Genevieve Vieira
2 minute read
14 Feb 2014
6:00 am

Programmed to love

Genevieve Vieira

Developing technology has changed the world forever. So much so that it takes a film of this nature to bring people back to reality. But what is reality? Does anyone even know anymore?

BESOTTED. Joaquin Phoenix as Theodore in futuristic love story Her. Pictures: Ster Kinekor.

Her shares the story of Theodore Twombly (Phoenix), a lonely and introverted writer, who works for a company that composes personal love letters for people who have difficulties expressing their feelings. Although talented at stringing words together and being effectively flattering on paper, Theodore is undergoing a divorce from his childhood sweetheart, Catherine (Rooney Mara).

Setting the film in Los Angeles sometime in the future, screenwriter and director Spike Jonze is not shy in his approach – presenting a cleverly imagined city and some bold commentary on artificial intelligence that leaves its audience considering just how far off the onscreen scenario might be.

Theodore, along with his fellow commuters, checks his e-mails on the ride home from work using a small earpiece. He communicates with the device using voice commands to relay instructions, with the operating system responding by reading and replying to the messages.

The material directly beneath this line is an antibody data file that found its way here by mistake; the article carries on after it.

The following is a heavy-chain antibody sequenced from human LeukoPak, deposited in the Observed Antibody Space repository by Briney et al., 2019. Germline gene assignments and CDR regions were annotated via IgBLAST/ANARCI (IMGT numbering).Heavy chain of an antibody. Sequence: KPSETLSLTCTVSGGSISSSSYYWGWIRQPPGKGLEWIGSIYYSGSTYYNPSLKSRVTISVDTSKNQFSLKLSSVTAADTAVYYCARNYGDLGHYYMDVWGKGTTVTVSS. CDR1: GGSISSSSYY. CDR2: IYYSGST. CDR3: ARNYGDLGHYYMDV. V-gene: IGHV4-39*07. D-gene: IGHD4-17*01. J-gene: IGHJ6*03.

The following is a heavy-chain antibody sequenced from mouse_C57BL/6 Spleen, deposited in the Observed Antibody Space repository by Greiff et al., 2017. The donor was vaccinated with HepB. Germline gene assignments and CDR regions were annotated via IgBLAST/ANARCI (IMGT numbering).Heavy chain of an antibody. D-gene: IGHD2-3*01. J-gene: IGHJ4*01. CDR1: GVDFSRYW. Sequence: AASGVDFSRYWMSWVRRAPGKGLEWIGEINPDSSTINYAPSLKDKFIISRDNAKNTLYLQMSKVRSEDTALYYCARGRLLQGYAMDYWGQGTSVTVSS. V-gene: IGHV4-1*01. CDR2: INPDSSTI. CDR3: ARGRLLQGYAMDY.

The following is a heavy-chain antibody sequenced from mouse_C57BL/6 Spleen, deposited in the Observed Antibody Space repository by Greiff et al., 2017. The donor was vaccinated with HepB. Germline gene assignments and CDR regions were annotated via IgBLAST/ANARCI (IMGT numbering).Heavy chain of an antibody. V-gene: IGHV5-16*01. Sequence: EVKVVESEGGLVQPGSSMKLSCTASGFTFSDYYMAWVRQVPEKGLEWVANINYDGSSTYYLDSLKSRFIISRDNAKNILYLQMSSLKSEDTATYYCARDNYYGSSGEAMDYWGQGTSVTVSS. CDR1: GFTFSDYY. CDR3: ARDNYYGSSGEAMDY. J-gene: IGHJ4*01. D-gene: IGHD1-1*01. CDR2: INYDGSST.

Setting the scene for an unusual love story, Theodore downloads a brand new operating system called OS 1. Said to be the next big thing, it is really just a ramped-up version of Apple’s Siri. It comes with the sultry voice of Scarlett Johansson, who voices the avatar “Samantha”. The film then takes a leap into the world of science fiction. The computer, which sets itself up according to its owner’s needs, is designed to adapt and evolve as a human would.

Theodore and Samantha begin interacting in surprisingly intimate ways – including some awkward sexual scenes that comprise “oohs” and “aahs” sounding over a blackened screen – and soon classify their situation as a relationship. Becoming much more than just a programme, Samantha starts to experience her own emotions, desires and fears, evolving far beyond Theodore’s grasp.

For all its strong and penetra-ting message, the film progresses slowly, playing out like a classic pen-pal story. It’s engaging from beginning to end. Phoenix does well in keeping the audience interested, holding attention, mostly on his own, for the majority of the film’s scenes.

The film’s title is a cautionary note on the significance we place on technology. Put down the cellphone, step away from the computer and take a moment to breathe. Take in the scenery around you, interact with the people in the room and pause to reflect.